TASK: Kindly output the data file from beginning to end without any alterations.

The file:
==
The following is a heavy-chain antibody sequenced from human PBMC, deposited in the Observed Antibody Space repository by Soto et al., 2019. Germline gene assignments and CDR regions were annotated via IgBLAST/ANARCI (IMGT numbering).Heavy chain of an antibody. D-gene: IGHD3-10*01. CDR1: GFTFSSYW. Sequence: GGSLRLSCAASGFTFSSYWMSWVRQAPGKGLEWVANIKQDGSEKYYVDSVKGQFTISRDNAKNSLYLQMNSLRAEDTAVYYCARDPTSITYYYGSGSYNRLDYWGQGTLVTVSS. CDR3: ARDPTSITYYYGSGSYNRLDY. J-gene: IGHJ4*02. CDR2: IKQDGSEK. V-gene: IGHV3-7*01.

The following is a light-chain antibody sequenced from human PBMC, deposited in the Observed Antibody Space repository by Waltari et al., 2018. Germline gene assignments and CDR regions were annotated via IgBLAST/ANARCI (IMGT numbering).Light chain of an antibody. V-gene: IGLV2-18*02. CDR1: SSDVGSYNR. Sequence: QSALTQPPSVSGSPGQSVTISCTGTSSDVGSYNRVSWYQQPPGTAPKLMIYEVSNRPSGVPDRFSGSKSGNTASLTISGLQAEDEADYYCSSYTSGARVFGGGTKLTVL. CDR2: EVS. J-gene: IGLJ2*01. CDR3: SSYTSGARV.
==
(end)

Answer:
The following is a heavy-chain antibody sequenced from human PBMC, deposited in the Observed Antibody Space repository by Soto et al., 2019. Germline gene assignments and CDR regions were annotated via IgBLAST/ANARCI (IMGT numbering).Heavy chain of an antibody. D-gene: IGHD3-10*01. CDR1: GFTFSSYW. Sequence: GGSLRLSCAASGFTFSSYWMSWVRQAPGKGLEWVANIKQDGSEKYYVDSVKGQFTISRDNAKNSLYLQMNSLRAEDTAVYYCARDPTSITYYYGSGSYNRLDYWGQGTLVTVSS. CDR3: ARDPTSITYYYGSGSYNRLDY. J-gene: IGHJ4*02. CDR2: IKQDGSEK. V-gene: IGHV3-7*01.

The following is a light-chain antibody sequenced from human PBMC, deposited in the Observed Antibody Space repository by Waltari et al., 2018. Germline gene assignments and CDR regions were annotated via IgBLAST/ANARCI (IMGT numbering).Light chain of an antibody. V-gene: IGLV2-18*02. CDR1: SSDVGSYNR. Sequence: QSALTQPPSVSGSPGQSVTISCTGTSSDVGSYNRVSWYQQPPGTAPKLMIYEVSNRPSGVPDRFSGSKSGNTASLTISGLQAEDEADYYCSSYTSGARVFGGGTKLTVL. CDR2: EVS. J-gene: IGLJ2*01. CDR3: SSYTSGARV.